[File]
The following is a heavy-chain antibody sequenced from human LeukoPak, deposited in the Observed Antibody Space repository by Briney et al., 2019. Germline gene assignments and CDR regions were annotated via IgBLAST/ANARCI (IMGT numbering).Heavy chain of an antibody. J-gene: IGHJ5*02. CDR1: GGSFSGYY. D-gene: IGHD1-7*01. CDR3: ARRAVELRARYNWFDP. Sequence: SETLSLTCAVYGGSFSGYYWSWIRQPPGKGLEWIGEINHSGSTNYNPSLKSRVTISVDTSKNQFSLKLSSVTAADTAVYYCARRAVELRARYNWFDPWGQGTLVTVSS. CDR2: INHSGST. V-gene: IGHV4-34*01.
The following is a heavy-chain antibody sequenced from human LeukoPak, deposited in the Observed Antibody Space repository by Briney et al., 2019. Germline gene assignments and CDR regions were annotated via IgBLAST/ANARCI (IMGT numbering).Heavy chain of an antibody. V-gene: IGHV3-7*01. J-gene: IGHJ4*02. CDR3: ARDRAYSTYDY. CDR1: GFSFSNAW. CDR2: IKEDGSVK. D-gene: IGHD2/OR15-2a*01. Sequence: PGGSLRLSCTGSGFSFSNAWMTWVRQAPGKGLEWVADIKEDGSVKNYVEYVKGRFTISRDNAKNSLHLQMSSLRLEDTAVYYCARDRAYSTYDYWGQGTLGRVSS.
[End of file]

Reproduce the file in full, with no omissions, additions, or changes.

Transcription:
The following is a heavy-chain antibody sequenced from human LeukoPak, deposited in the Observed Antibody Space repository by Briney et al., 2019. Germline gene assignments and CDR regions were annotated via IgBLAST/ANARCI (IMGT numbering).Heavy chain of an antibody. J-gene: IGHJ5*02. CDR1: GGSFSGYY. D-gene: IGHD1-7*01. CDR3: ARRAVELRARYNWFDP. Sequence: SETLSLTCAVYGGSFSGYYWSWIRQPPGKGLEWIGEINHSGSTNYNPSLKSRVTISVDTSKNQFSLKLSSVTAADTAVYYCARRAVELRARYNWFDPWGQGTLVTVSS. CDR2: INHSGST. V-gene: IGHV4-34*01.
The following is a heavy-chain antibody sequenced from human LeukoPak, deposited in the Observed Antibody Space repository by Briney et al., 2019. Germline gene assignments and CDR regions were annotated via IgBLAST/ANARCI (IMGT numbering).Heavy chain of an antibody. V-gene: IGHV3-7*01. J-gene: IGHJ4*02. CDR3: ARDRAYSTYDY. CDR1: GFSFSNAW. CDR2: IKEDGSVK. D-gene: IGHD2/OR15-2a*01. Sequence: PGGSLRLSCTGSGFSFSNAWMTWVRQAPGKGLEWVADIKEDGSVKNYVEYVKGRFTISRDNAKNSLHLQMSSLRLEDTAVYYCARDRAYSTYDYWGQGTLGRVSS.